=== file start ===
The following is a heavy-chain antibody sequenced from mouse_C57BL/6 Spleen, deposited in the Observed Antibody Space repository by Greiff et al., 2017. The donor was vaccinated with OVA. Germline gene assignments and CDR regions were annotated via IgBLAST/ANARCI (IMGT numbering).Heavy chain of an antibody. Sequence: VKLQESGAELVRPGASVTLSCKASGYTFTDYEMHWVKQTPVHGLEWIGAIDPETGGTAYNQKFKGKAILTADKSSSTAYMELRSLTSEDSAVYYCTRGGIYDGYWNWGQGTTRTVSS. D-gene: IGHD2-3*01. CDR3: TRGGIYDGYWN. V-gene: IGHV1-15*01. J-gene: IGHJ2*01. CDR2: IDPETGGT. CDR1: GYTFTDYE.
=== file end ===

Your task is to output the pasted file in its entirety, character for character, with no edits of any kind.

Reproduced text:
The following is a heavy-chain antibody sequenced from mouse_C57BL/6 Spleen, deposited in the Observed Antibody Space repository by Greiff et al., 2017. The donor was vaccinated with OVA. Germline gene assignments and CDR regions were annotated via IgBLAST/ANARCI (IMGT numbering).Heavy chain of an antibody. Sequence: VKLQESGAELVRPGASVTLSCKASGYTFTDYEMHWVKQTPVHGLEWIGAIDPETGGTAYNQKFKGKAILTADKSSSTAYMELRSLTSEDSAVYYCTRGGIYDGYWNWGQGTTRTVSS. D-gene: IGHD2-3*01. CDR3: TRGGIYDGYWN. V-gene: IGHV1-15*01. J-gene: IGHJ2*01. CDR2: IDPETGGT. CDR1: GYTFTDYE.